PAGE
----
The Maryland Zoo in Baltimore is pleased to announce the opening of the Bobcat Exhibit in the Maryland Wilderness area. “We are thrilled to say that the renovations are complete and we now have a wonderful new home for bobcats at the Zoo,” said Don Hutchinson, president/CEO of The Maryland Zoo. “Bobcats, while native to Maryland, are seldom seen in the wild, and we think our visitors will be excited to see and learn about these fascinating animals.”
The bobcat exhibit is adjacent to the otters just outside of the Marsh Aviary and formerly housed red fox. The overall habitat space measures 770 square feet, which includes both the pool and land areas. “We demolished some of the high rock walls that previously surrounded the exhibit and created a lot of vertical space to give the bobcats room to climb and jump,” continued Hutchinson. “We worked to give these animals a space that replicates their native habitat, as well as to provide our guests the ability to see them.”
The bobcat exhibit was designed by CLR Design, a zoo architecture firm located in Philadelphia, PA, and was built by Baltimore-based Kimball Construction Company. The mesh top, which will create the vertical space above the ground level of the exhibit, was crafted by Nets Unlimited, with interior caging by Corners Unlimited and rockwork by Cemrock. Funding for the work was provided by the State of Maryland and the exhibit is sponsored by Frostburg State University, home of the Frostburg Bobcats. Zoo President Don Hutchinson is a proud alumnus of Frostburg State University.
“The Frostburg State University Bobcats, both current and alumni, are pleased that the Maryland Zoo bobcats will have such a well-designed new habitat,” said Frostburg President Ronald Nowaczyk. “Since Frostburg State and bobcats share the western Maryland region, it is fitting and our privilege to partner with The Maryland Zoo to showcase a species native to our part of this great State.”
Bobcats (Lynx rufus) are nocturnal, thus they are seldom seen by humans, despite roaming throughout much of North America and living in such diverse habitats as forests, swamps, deserts, and even suburban areas. Bobcats are mainly found in western Maryland, they can also be seen occasionally in the Piedmont region and very rarely along the Atlantic Coastal Plain. “Bobcats are actually the most abundant wild cat in the U.S.,” noted Erin Cantwell, mammal collection and conservation manager at the Zoo. “They grow up to around 30 lbs, about twice the size as a housecat, and thrive on a varied diet of birds, mice, squirrels, rabbits and other smaller animals. They are named for their distinctive short, “bobbed” tail.”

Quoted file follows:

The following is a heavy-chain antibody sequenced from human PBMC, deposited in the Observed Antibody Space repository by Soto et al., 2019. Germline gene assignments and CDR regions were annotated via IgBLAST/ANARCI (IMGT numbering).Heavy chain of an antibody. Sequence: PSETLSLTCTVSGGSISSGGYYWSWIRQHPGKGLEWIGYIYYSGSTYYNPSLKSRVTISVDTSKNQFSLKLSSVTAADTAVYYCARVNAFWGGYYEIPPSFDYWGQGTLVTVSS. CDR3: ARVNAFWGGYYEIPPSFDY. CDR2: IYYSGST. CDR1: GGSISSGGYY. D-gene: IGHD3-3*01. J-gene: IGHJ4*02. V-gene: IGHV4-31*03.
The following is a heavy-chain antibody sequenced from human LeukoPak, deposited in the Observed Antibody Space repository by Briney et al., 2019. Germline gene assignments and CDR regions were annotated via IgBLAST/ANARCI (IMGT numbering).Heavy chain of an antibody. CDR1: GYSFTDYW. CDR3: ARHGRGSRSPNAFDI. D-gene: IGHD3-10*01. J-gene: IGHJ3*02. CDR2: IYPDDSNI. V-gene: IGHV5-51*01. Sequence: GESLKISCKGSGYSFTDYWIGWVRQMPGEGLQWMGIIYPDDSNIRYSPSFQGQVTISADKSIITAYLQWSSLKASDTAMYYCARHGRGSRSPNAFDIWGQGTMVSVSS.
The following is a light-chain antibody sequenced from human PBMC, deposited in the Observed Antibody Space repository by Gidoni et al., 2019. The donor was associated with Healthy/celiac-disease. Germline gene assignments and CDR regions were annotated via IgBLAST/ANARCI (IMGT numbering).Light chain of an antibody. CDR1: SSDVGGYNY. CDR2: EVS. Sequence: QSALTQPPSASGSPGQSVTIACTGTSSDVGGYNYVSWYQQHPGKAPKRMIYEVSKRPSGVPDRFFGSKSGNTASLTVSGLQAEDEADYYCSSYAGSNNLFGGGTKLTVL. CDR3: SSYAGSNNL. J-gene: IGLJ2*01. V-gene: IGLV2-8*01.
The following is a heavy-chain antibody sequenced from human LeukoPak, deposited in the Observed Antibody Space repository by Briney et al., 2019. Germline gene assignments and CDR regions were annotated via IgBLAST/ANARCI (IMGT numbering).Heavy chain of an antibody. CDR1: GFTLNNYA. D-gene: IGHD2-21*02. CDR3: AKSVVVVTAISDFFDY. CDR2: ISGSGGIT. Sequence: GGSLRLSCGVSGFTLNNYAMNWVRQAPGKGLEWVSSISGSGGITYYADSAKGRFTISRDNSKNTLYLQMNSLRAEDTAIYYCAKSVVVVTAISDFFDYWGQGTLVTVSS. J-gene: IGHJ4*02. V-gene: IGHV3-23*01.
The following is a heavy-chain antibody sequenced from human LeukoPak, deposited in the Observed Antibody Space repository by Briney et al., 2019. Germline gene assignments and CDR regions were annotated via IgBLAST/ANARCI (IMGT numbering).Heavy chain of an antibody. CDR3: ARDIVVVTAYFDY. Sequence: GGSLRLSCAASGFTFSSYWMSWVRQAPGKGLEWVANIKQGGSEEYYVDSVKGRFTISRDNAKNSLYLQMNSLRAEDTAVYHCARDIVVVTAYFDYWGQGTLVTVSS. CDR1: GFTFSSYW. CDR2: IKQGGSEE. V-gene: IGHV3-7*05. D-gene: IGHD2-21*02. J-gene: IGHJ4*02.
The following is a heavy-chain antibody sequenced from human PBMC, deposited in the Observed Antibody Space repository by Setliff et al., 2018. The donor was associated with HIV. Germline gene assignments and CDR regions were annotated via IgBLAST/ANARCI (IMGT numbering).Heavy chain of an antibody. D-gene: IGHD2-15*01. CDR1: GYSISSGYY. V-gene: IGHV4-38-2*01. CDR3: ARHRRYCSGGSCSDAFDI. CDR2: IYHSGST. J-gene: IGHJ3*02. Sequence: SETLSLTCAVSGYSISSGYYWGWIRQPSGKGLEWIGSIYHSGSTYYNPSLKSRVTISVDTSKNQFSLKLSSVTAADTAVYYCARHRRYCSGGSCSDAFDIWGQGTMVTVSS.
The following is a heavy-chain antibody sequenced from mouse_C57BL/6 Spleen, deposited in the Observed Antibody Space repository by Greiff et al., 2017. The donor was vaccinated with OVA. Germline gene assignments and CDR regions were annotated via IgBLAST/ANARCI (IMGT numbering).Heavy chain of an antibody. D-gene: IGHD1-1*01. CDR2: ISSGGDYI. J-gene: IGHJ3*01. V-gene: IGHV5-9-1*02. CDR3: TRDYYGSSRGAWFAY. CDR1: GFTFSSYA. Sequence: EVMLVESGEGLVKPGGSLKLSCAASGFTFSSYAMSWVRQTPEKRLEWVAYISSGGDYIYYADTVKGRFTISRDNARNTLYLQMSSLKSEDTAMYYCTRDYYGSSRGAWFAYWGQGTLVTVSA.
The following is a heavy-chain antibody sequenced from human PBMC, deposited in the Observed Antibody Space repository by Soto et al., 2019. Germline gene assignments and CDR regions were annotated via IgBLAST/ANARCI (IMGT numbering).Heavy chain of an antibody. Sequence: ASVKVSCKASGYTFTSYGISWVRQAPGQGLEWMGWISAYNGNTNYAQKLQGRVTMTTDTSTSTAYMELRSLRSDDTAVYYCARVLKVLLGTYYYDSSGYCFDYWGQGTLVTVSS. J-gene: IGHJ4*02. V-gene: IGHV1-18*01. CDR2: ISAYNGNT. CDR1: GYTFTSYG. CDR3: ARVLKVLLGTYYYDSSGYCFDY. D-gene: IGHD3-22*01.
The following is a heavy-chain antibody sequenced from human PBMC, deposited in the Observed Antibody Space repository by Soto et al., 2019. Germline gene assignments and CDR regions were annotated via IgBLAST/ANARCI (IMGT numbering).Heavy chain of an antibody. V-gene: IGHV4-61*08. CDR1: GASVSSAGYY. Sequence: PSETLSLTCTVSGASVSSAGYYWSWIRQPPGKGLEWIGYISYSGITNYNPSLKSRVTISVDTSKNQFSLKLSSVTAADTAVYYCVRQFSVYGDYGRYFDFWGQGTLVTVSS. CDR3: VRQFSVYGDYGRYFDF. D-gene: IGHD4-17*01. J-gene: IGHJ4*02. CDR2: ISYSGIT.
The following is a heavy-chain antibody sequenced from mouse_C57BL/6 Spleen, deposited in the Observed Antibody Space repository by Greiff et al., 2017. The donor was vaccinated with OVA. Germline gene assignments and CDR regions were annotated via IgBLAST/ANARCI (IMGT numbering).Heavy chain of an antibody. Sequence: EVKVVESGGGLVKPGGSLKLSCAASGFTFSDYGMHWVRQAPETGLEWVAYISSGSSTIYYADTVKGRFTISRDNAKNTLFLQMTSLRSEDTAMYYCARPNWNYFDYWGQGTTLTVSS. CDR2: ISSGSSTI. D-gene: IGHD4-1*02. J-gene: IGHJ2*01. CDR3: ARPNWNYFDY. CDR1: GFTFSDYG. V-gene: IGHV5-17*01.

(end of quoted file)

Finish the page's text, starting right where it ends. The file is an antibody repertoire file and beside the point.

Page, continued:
The Maryland Zoo has two bobcats — a young male bobcat named ‘Kilgore’ and six-year-old female named Josie. Kilgore was found by an Oregon fisherman in June 2016, and the Oregon Department of Fish & Wildlife took possession of the kit before turning him over to the Oregon Zoo. “Oregon Zoo staff took him in when he was approximately 6-weeks-old and weighed a little less than 2 pounds,” continued Cantwell. “He was in good health, however since he had been found alone at such a young age, he was not a candidate for release back to the wild.” Staff at the Oregon Zoo raised him for a few months before he was transferred here in September. Kilgore will be in the bobcat exhibit from 10:00 am until 1:00 pm for the time being as he acclimates to the new space.
Josie came from the Tulsa Zoo where she had been placed after being confiscated from a private owner. Josie and Kilgore will be companion animals and are not recommend for breeding. Josie has not been fully acclimated to the exhibit and will not be on public view just yet.
“The two bobcats have very different personalities, but are both gorgeous representatives of their species,” concluded Hutchinson. “We hope people enjoy getting to know them and learning about these special native cats.”